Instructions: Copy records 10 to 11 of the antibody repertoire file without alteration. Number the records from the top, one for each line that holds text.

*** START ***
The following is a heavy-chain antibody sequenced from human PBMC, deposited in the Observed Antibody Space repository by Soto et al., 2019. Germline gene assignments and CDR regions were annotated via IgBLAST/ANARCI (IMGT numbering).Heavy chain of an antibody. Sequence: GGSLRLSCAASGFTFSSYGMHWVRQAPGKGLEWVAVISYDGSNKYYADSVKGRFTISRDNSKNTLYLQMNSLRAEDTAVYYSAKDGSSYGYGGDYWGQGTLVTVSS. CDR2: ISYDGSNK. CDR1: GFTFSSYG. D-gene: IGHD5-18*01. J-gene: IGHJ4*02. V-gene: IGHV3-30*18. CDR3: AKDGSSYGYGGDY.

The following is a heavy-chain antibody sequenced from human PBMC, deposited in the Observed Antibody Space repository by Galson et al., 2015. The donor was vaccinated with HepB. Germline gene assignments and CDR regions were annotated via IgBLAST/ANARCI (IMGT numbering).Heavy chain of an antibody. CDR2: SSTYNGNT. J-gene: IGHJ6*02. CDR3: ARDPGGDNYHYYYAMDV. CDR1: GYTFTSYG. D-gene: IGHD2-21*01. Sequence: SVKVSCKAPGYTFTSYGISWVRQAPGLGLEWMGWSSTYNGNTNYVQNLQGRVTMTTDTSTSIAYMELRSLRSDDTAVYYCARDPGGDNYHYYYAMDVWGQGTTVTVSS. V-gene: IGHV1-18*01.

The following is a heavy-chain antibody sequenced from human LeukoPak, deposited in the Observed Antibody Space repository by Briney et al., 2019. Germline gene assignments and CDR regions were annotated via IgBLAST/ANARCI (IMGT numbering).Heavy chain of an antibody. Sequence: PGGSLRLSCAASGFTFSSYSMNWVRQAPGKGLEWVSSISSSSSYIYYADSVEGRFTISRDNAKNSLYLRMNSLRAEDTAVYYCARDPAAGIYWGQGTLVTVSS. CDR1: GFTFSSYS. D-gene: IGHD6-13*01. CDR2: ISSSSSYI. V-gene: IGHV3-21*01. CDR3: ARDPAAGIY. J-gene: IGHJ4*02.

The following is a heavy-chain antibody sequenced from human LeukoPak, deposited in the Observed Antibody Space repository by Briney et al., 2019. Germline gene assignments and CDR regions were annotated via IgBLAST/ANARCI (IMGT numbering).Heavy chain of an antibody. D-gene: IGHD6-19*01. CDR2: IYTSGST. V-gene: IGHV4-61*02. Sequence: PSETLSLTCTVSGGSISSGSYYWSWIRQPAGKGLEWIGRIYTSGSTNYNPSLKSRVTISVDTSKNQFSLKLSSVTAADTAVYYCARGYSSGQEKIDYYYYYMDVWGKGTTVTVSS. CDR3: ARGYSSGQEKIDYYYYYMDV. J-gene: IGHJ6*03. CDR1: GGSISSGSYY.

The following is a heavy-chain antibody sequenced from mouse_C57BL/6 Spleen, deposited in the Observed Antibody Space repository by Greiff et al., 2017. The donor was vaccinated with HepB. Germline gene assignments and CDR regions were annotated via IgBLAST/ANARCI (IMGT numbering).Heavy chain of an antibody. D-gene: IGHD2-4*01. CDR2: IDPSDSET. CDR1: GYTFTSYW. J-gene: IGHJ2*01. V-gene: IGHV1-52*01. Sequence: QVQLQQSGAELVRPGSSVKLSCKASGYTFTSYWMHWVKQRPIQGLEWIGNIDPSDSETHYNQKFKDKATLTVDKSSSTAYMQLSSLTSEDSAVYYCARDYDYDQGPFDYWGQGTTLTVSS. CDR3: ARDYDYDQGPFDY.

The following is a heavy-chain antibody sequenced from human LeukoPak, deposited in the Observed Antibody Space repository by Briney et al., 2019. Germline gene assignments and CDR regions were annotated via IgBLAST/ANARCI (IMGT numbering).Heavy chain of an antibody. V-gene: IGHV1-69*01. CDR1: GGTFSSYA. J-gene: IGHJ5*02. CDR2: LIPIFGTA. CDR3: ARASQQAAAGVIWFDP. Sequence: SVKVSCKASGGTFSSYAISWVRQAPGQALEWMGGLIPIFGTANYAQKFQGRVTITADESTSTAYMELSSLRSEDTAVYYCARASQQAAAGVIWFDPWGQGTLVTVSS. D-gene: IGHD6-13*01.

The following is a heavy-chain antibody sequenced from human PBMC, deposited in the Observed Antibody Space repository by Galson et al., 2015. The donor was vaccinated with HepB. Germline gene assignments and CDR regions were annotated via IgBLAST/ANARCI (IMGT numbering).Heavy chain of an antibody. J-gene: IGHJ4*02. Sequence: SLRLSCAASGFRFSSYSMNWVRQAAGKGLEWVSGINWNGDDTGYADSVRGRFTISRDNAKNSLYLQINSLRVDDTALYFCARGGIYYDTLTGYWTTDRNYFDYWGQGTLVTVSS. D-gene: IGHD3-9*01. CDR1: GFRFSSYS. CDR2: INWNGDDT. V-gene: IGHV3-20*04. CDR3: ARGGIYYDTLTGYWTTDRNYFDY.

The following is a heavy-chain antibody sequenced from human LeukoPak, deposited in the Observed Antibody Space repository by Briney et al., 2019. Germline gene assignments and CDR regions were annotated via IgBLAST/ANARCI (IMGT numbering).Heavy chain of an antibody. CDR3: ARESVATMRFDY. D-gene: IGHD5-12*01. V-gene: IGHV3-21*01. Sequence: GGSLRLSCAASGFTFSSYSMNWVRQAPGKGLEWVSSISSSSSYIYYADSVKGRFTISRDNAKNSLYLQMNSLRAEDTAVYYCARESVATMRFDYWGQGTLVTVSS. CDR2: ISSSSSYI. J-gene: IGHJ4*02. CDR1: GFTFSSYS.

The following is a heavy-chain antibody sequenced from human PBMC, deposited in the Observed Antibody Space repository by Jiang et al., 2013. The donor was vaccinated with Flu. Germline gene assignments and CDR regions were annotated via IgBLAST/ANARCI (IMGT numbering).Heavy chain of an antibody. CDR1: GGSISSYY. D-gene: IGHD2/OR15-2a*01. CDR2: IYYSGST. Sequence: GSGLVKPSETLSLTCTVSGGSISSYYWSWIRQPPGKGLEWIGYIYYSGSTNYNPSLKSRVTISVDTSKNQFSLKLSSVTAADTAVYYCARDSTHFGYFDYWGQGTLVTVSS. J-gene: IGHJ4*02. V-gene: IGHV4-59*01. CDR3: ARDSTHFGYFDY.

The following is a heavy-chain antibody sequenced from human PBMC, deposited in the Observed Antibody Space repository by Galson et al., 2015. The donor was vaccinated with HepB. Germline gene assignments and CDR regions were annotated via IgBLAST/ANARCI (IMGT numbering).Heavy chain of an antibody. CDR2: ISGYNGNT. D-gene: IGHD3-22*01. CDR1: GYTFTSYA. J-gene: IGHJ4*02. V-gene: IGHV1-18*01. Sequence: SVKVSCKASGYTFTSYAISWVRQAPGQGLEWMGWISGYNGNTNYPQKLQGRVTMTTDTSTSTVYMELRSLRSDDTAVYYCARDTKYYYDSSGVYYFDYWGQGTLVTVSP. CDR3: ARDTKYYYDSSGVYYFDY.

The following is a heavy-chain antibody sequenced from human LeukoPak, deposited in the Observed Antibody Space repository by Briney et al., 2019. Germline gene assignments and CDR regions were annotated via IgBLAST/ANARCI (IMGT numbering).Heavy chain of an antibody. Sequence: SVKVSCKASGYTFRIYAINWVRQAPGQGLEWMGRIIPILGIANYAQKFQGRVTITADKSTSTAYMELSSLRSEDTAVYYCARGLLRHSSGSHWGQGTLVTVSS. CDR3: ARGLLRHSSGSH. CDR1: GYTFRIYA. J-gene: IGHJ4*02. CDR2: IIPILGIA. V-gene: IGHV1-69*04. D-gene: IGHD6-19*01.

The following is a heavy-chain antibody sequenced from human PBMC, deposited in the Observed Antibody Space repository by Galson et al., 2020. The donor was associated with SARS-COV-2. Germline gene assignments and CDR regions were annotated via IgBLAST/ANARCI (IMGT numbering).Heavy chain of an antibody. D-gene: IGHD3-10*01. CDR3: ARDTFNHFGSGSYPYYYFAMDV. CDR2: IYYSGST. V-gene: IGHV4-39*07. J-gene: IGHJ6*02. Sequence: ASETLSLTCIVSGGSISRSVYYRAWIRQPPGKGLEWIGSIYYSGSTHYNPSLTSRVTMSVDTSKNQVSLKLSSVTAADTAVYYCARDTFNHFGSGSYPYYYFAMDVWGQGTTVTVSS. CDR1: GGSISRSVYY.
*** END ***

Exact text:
The following is a heavy-chain antibody sequenced from human PBMC, deposited in the Observed Antibody Space repository by Galson et al., 2015. The donor was vaccinated with HepB. Germline gene assignments and CDR regions were annotated via IgBLAST/ANARCI (IMGT numbering).Heavy chain of an antibody. CDR2: ISGYNGNT. D-gene: IGHD3-22*01. CDR1: GYTFTSYA. J-gene: IGHJ4*02. V-gene: IGHV1-18*01. Sequence: SVKVSCKASGYTFTSYAISWVRQAPGQGLEWMGWISGYNGNTNYPQKLQGRVTMTTDTSTSTVYMELRSLRSDDTAVYYCARDTKYYYDSSGVYYFDYWGQGTLVTVSP. CDR3: ARDTKYYYDSSGVYYFDY.

The following is a heavy-chain antibody sequenced from human LeukoPak, deposited in the Observed Antibody Space repository by Briney et al., 2019. Germline gene assignments and CDR regions were annotated via IgBLAST/ANARCI (IMGT numbering).Heavy chain of an antibody. Sequence: SVKVSCKASGYTFRIYAINWVRQAPGQGLEWMGRIIPILGIANYAQKFQGRVTITADKSTSTAYMELSSLRSEDTAVYYCARGLLRHSSGSHWGQGTLVTVSS. CDR3: ARGLLRHSSGSH. CDR1: GYTFRIYA. J-gene: IGHJ4*02. CDR2: IIPILGIA. V-gene: IGHV1-69*04. D-gene: IGHD6-19*01.